Project finance: Mexico’s road to renewables recovery
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Project finance: Mexico’s road to renewables recovery

Wind turbine electricity generators in the windy region near La Ventosa on the Isthmus of Tehuantepec in Oaxaca, Mexico.

Mexico’s renewable energy sector might be on the road to recovery, with elections to be held in July 2024. Following a run of lean years, sponsors and lenders alike were enthusiastic for the future while discussing the renewable landscape at REFF Latam 2023 last week.

Mexico’s economy has been growing steadily, with an annual GDP growth of 3.6% in 2022 and sectors like tourism, manufacturing and real estate thriving. With all that comes an ever-growing energy demand that still needs to be met.

“Irrespective of the political cycle, the fundamentals are there,” said Alfredo Salvo, senior vice president at Mexican power generation company Saavi Energia during a panel discussion.

Jorge Oria, a partner at Ritch Mueller, echoed that sentiment: “People seem to be starting to position pieces on the checkerboard and consider things moving forward. We have some interest from investors, starting to look at early-stage projects and interested in doing some development work.”

Mexico’s main issue resides in people's lack of trust in politicians and the political process. “The problem is the noise that is created by the president, it's not an amendment or law or intention to change the energy policy via the constitution,” said Alejandro Limon, managing director at Fotowatio Renewable Venture (FRV) and fellow panelist, referencing the failed energy reforms the government attempted last year.

Ever since Andrés Manuel López Obrador, also known as AMLO, took office in 2018, the government has waged war on the private energy sector in the name of regaining sovereignty for the people. Consequences on the power sector, specifically renewable generation, have been devastating.

Developments were halted and permissions to connect to the grid were delayed or denied, making investors turn their back on a once-promising market. According to IJ Global data, there was a more than 50% decline in renewables financings in 2019, and again by more than a third the year after.

Projects like Enel’s Amistad II, III and IV wind farms in the state of Coahuila have been waiting for permits to connect to the grid for more than two years. Other companies, like Engie, Iberdrola and Acciona, also have projects at a standstill.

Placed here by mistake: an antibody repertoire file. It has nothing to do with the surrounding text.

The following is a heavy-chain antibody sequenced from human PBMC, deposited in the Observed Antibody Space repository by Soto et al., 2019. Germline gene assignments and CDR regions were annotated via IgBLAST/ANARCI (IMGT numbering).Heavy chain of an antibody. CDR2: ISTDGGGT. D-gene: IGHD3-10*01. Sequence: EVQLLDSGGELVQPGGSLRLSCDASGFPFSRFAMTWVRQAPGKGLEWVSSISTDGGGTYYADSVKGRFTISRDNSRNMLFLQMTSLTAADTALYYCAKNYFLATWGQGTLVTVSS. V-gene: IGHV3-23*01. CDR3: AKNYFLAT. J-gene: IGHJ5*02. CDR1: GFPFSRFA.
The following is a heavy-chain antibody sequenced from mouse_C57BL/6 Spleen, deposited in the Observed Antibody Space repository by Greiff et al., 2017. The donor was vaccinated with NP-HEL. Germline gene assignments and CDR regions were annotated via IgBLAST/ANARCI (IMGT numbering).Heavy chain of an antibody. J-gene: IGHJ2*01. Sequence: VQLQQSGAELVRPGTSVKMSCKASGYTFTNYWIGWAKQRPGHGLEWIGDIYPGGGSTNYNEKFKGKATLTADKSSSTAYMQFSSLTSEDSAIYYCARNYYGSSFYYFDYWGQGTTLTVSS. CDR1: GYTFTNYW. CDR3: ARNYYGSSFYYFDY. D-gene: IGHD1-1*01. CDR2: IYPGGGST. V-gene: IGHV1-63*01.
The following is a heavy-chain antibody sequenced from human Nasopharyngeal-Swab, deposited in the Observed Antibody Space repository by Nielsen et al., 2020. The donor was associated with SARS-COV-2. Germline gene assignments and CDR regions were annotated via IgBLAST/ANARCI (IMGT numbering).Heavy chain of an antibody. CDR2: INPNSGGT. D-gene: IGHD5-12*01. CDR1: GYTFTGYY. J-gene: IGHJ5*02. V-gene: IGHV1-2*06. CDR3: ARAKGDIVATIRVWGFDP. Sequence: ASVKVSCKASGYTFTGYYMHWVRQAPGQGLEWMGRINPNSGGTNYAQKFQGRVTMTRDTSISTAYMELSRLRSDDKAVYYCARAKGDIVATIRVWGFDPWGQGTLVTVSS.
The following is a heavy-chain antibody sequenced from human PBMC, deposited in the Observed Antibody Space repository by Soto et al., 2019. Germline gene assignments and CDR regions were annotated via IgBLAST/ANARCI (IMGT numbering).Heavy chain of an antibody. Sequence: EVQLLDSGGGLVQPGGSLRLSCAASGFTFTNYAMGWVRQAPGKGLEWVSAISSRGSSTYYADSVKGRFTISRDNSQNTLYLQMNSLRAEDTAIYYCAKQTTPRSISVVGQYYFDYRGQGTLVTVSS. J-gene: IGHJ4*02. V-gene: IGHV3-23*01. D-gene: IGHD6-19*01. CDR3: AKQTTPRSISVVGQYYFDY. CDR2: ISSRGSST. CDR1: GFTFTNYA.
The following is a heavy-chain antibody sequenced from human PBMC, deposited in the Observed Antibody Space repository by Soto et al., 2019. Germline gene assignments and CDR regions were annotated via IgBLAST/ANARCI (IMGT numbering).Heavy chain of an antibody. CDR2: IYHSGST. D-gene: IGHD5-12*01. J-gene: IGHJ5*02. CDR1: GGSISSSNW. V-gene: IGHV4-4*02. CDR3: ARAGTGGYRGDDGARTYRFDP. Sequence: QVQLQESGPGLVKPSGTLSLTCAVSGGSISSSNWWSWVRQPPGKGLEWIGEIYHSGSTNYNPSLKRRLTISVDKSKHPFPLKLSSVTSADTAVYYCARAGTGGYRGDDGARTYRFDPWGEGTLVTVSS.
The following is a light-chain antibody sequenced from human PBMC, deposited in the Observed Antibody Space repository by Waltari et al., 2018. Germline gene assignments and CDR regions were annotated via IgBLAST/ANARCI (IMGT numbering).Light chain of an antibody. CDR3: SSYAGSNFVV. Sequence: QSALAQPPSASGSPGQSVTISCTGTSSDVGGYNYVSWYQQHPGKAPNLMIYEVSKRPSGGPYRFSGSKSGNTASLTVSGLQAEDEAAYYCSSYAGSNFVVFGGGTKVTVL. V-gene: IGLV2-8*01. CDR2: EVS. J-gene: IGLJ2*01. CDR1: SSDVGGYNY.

But thanks to outside pressure (partially driven by Mexico’s location) from the US and Canada, as well as upcoming elections that will galvanize the administration’s efforts for the next year or so, the private sector might be able to regain some traction moving forward.

Last November, during COP27, Mexico also expressed its intention to reduce carbon emissions by 35% and deploy 30GW of additional renewable capacity by 2030 — ambitious targets crystallized in a $48 billion investment plan that has left many skeptical.

In the meantime, other investment possibilities are on the horizon. Where greenfield projects require more regulatory approvals, refinancings present a range of opportunities that are easier to seize and capitalize on.

“Investors are trying to look at opportunities that don't require them to go to the regulator,” said Oria. This can include behind-the-meter solutions (distributed generation) and energy storage.

While a friendly administration isn’t promised, and obstacles including worldwide supply chain disruptions and high turnover in key positions in Mexican regulators, the growing need for energy remains.

“If you’re willing to assume political risks, Mexico is a wonderland,” said Limon.

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